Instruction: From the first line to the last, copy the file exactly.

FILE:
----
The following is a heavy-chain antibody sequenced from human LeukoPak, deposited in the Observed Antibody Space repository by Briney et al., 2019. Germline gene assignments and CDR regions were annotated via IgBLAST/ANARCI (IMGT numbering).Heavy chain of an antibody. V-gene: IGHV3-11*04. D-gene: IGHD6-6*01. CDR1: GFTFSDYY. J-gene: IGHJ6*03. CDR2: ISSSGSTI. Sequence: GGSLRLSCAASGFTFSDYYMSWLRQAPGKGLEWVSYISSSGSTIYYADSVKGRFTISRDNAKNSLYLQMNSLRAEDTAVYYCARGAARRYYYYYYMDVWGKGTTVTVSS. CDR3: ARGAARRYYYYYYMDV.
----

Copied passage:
The following is a heavy-chain antibody sequenced from human LeukoPak, deposited in the Observed Antibody Space repository by Briney et al., 2019. Germline gene assignments and CDR regions were annotated via IgBLAST/ANARCI (IMGT numbering).Heavy chain of an antibody. V-gene: IGHV3-11*04. D-gene: IGHD6-6*01. CDR1: GFTFSDYY. J-gene: IGHJ6*03. CDR2: ISSSGSTI. Sequence: GGSLRLSCAASGFTFSDYYMSWLRQAPGKGLEWVSYISSSGSTIYYADSVKGRFTISRDNAKNSLYLQMNSLRAEDTAVYYCARGAARRYYYYYYMDVWGKGTTVTVSS. CDR3: ARGAARRYYYYYYMDV.